Scott Sayre, "Unesco Hails French Food, Oil Wrestling and Flamenco," N.Y. Times, Nov. 17, 2010.
With these words, a judge or a master politely lets the lawyer know that the case is dragging and the lawyer needs to move through the evidence more quickly.
In “New Matter” (Oct. 2010), the publication of the Chester County (PA) Bar Association, James P. MacElree, President Judge of Pennsylvania’s 15th Judicial District states, “You can expect to have strict time limits imposed and enforced by the Judge or Maser for any of the following:
Using 40 words when 10 will do.
Answering questions with spin instead of directly.
Calling repetitive or cumulative witnesses.
Asking the same questions multiple times,
Certifying the case for one day when you know it will be longer.
Filing certificates of trial readiness when you are not really ready.
Failing to mark your exhibits in advance of trial.
Failing to properly prepare your witnesses.
Failing to supply the statute or case that supports your position.
Beating a dead horse until the rotted flesh is stripped from its bar bleached bones.”
Here is an 8 page report from the University of North Carolina School of Government on the authority of courts to impose time limits on trials and suggestions on how to impose limits in state courts so as to avoid reversal on appeal. (It is generally agreed that federal courts have this authority.)
Tuesday, November 16, 2010
Here's a list of tips from the Lawyerist.com blog called "How to Succeed in Law School." Among them is this:
Develop practical skills
One way to move past bad grades is to acquire practical skills and practical experience. Law schools are trending towards more practical classes, but you need to make a concerted effort to develop practical skills to compliment your logical reasoning.
If your school offers trial skills or trial practice—take it. Immerse yourself in clinics. Taking a judicial externship instead of ancient european law will be much more helpful in the long run.
If you end up working as a law clerk, make the most of the experience. Show up everyday like it is a new job interview and take advantage of opportunities—rather than shying away from them.
You can read the other tips, including exam pointers, helping yourself stand-out, and making the most of the law school experience, by clicking here.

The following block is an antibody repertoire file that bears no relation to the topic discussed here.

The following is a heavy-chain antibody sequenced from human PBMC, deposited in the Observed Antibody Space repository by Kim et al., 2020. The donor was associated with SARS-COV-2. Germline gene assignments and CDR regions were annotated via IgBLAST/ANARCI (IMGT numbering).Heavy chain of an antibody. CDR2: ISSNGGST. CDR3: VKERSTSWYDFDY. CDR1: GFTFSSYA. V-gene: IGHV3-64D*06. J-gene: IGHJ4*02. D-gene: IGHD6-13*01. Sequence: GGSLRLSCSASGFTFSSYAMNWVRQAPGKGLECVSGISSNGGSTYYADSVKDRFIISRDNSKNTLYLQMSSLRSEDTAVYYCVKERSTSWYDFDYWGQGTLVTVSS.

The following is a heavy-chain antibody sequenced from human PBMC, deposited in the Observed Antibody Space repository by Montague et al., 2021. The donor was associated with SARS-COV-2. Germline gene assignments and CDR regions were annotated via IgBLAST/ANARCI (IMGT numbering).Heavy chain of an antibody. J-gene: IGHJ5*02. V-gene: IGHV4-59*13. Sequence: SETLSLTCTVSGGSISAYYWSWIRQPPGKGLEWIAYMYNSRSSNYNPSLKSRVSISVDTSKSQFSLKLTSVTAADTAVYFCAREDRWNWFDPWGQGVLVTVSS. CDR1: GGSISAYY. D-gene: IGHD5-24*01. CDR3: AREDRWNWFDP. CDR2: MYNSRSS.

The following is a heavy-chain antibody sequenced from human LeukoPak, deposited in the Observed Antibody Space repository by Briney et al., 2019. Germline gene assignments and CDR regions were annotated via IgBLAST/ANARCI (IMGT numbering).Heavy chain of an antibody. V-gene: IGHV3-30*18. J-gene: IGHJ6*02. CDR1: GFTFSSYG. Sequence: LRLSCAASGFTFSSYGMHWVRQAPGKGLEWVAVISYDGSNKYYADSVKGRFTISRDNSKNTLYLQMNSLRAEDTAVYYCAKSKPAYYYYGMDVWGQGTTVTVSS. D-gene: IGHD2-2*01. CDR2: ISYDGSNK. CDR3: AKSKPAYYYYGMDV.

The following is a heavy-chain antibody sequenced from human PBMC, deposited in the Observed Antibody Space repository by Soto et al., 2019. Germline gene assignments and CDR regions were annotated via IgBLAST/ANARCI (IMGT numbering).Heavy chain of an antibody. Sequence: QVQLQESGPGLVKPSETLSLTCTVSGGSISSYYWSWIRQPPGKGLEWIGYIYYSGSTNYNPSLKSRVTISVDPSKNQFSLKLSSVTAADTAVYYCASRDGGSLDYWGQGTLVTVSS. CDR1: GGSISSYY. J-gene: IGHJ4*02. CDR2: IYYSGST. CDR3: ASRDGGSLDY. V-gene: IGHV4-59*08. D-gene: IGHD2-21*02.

Hat tip to Above the Law.
Here's an interesting article from law.com about the discoverability in civil litigation of social networking data such as Facebook "wall" posts. According to the authors:
In Crispin v. Christian Audigier Inc., [No. CV 09-09509 MMM, 2010 U.S. Dist. LEXIS 52832 (C.D. Cal. May 26, 2010)], the U.S. District Court for the Central District of California examined whether messages and "wall posts" from social networking Web sites can be subpoenaed in a civil case. Plaintiff in that case brought an action for the misuse and non-consensual use of his artwork. Defendants served subpoenas on Facebook and MySpace, seeking all of plaintiff's communications related to a relevant license agreement.
In its ruling on plaintiff's motion to quash, the court held that the Stored Communications Act prevents providers of communication services from divulging private communications to certain parties and creates a Fourth Amendment-like privacy protection by statute. The court therefore extended protection to private messages on social networking sites since they "are not readily accessible to the general public." At the same time, the court implied that wall postings and comments on these sites are not protected where they are readily available to a wider audience.
In other words, turn-on those privacy settings on your Facebook account if you don't want your wall posts to fall into the hands of a litigant in a civil matter.
You can read more about the legal issues raised by civil discovery proceedings and social networking data here.
This one comes to us from a guest blogger for the ProfHacker column at the Chronicle of Higher Ed, a Wheaton College English Professor who at first didn't see the how he could make classroom use of an iPad but then had a change of heart:
[W]ith an iPad I can quickly create a presentation, carry the device to class under my arm, plug it in and instantly have my presentation running
. . . .
Let’s say I have about an hour before class. I’ve got notes for the session, but I want to show the class a few images and quotations. I grab the iPad and create a new Keynote file, copying and pasting the relevant material from online sources or my Dropbox files. Then I turn back to my MacBook and revise my class notes to incorporate the material I’m going to present. When it’s time to go to class, I grab the iPad. I plug it into the projector and show my slides. When I’m done, I unplug it and open Dropbox, and voilà: my just-updated notes, in a very readable format. No more printing the notes, three-hole-punching them, and putting them in my notebook — and no more throwing away last year’s notes. Just write or revise, and go.
This is from a professor who says he doesn't like to structure a class around a PowerPoint presentation because he finds the format too restrictive but would instead like to be able, on occasion, to show a discrete slide or two. The iPad, for this prof, fills that need very well.
You can read the rest of the column here.
In other words, how much does a new grad have to earn to service her educational debt and still pay the rent? From the online ABA Journal blog: